However, from another point of view, this sounds quite forced. The best way to understand life in many cases is to view these phenomena in terms of their driving force—the cooperation that they are. Like Janus, the Roman god of change from past to future who has two faces, we should not ignore one view at the expense of the other, because that may blind us to understanding. How far we can take this is probably a matter of judgment and the viability of our interpretations. As we'll see in Chapter 8, prey can be viewed as cooperating with predators (by providing them food), as the essential nature of ecosystems. That cooperation is vital is easy to see: when the body dies, its perfectly normal cells die, but not the bacteria that were in the organism at the time.
Besides organized cooperation, there is at least one other way in which adaptive evolution can occur. Nature, like Hell in the play No Exit by Jean-Paul Sartre (Sartre and Gilbert 1947), can be portrayed as trapping organisms with each other, like people in a small room, for all eternity—or like throwing one piece of meat into an Roman arena and watching the lions kill each other to get it.
This is an accurate way to think of many circumstances in which species or local populations sometimes find themselves. But it is not the only way that life is lived, and there are ways to succeed other than by direct competition to the death. In many if not most situations, environments are complex. Organisms—even plants— actively seek environments in which they can survive, where their particular skills are suitable. A major characteristic of organisms is this kind of "plasticity" or adaptability and it is thoroughly integrated into their nature (West-Eberhard 2003). This is manifest by the great diversity of species of closely related animals (plants, fish, insects, mammals, etc.) found within the same lake or forest. The organisms have found many subenvironments in which to live.
As John McPhee (McPhee 2002) said offhandedly when observing the shape of the fins of American shad fish, "One look at that tail and you know that the fish is active in the middle of the water column and not sitting around on the bottom like a bullhead catfish, whose tail is so rounded it looks like a coin." In their preferred environment, they will meet and mate with like individuals. If migration is rare, or some mating or physical barrier arises, the individuals can become sequestered enough that they can diverge and eventually produce new species.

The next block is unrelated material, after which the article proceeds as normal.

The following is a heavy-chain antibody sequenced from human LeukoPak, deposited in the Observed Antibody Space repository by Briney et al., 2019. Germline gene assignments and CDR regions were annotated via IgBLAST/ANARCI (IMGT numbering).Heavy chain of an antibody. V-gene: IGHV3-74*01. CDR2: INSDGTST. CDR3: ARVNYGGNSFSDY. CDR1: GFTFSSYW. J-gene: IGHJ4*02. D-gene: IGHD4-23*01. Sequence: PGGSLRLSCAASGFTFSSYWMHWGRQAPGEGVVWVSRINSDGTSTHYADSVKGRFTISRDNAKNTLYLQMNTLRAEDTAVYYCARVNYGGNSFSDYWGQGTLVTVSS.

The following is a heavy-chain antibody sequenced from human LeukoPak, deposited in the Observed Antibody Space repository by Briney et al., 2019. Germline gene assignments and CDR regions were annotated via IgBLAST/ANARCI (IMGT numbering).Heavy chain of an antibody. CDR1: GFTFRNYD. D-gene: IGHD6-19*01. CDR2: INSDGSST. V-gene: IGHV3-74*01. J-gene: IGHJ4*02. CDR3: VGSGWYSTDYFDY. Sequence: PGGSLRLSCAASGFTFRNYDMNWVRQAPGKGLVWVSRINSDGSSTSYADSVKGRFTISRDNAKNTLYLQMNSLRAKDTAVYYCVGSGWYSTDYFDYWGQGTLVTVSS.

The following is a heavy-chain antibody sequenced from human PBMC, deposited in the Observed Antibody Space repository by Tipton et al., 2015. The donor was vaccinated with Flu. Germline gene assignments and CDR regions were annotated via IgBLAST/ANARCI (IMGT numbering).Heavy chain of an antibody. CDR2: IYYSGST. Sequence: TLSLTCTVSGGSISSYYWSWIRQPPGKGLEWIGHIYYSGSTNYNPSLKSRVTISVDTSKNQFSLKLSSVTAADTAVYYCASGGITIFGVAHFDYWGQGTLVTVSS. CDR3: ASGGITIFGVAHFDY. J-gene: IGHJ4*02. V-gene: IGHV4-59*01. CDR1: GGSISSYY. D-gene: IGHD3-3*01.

This is organismal selection, that is, active selection of the environment by organisms rather than passive selection of organisms by the environment, a reversal of the usual darwinian notion of natural selection. Over time, variation can accumulate, leading organisms to seek ever more specialized environments or to be more reluctant to leave the current one.
This self-selection may, but need not, initially involve genetically determined aspects of the organism. Divergence among populations that leads to subsequent speciation can then be aided by genetic changes that are unrelated to environment but provide mating barriers between individuals in the new and old environments. It may only take a very few such changes to create a reproductive barrier, and that is the definition of new species (Navarro and Barton 2003; Via 2001). Somewhat similar ideas have been expressed under rubrics like sympatric speciation or the Simpson-Baldwin effect, or "organic" selection, referring to the evolutionary effects of nongenetic transmission, that can eventually be canalized genetically (e.g., Hall 1999; Schlichting and Pigliucci 1998, and see Chapter 3).Though some of these terms have connotations from earlier disputes about evolution, sometimes offered in opposition to the notion of darwinian evolution, that need not be the case.
Of course, whether organismal selection, cooperation, classical competition, or just chance provides the best account for any given case is a separate question and sometimes difficult to answer.
Phenotypic Drift: Could Complex Traits Have Evolved by Chance?
As noted earlier, Darwin hungered for an old age to the Earth because that would provide enough time for natural selection to do its work. However, in an ironic way, an old age might relieve the necessity of invoking specific and highly discriminating natural selection to hurry along the process of adaptation. If the Earth is old, slower mechanisms can lead to organismal changes.